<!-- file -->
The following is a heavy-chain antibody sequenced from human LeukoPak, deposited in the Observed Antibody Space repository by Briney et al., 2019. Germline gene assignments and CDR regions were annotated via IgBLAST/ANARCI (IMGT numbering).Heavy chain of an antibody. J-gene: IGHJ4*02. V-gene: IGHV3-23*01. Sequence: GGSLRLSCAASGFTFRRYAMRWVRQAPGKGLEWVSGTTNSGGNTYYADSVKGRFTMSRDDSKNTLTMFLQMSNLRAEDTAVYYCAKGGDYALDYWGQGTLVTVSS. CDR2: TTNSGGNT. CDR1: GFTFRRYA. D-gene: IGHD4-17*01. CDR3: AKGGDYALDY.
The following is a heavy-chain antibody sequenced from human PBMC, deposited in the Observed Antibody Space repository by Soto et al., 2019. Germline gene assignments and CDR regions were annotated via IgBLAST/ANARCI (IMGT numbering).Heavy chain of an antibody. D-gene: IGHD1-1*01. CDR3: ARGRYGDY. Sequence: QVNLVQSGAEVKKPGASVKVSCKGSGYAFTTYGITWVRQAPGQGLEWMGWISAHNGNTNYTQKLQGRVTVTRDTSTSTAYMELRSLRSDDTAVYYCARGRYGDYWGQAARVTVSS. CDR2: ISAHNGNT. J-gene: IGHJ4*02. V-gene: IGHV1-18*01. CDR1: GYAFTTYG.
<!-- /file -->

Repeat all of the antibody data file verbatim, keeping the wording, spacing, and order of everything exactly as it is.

The following is a heavy-chain antibody sequenced from human LeukoPak, deposited in the Observed Antibody Space repository by Briney et al., 2019. Germline gene assignments and CDR regions were annotated via IgBLAST/ANARCI (IMGT numbering).Heavy chain of an antibody. J-gene: IGHJ4*02. V-gene: IGHV3-23*01. Sequence: GGSLRLSCAASGFTFRRYAMRWVRQAPGKGLEWVSGTTNSGGNTYYADSVKGRFTMSRDDSKNTLTMFLQMSNLRAEDTAVYYCAKGGDYALDYWGQGTLVTVSS. CDR2: TTNSGGNT. CDR1: GFTFRRYA. D-gene: IGHD4-17*01. CDR3: AKGGDYALDY.
The following is a heavy-chain antibody sequenced from human PBMC, deposited in the Observed Antibody Space repository by Soto et al., 2019. Germline gene assignments and CDR regions were annotated via IgBLAST/ANARCI (IMGT numbering).Heavy chain of an antibody. D-gene: IGHD1-1*01. CDR3: ARGRYGDY. Sequence: QVNLVQSGAEVKKPGASVKVSCKGSGYAFTTYGITWVRQAPGQGLEWMGWISAHNGNTNYTQKLQGRVTVTRDTSTSTAYMELRSLRSDDTAVYYCARGRYGDYWGQAARVTVSS. CDR2: ISAHNGNT. J-gene: IGHJ4*02. V-gene: IGHV1-18*01. CDR1: GYAFTTYG.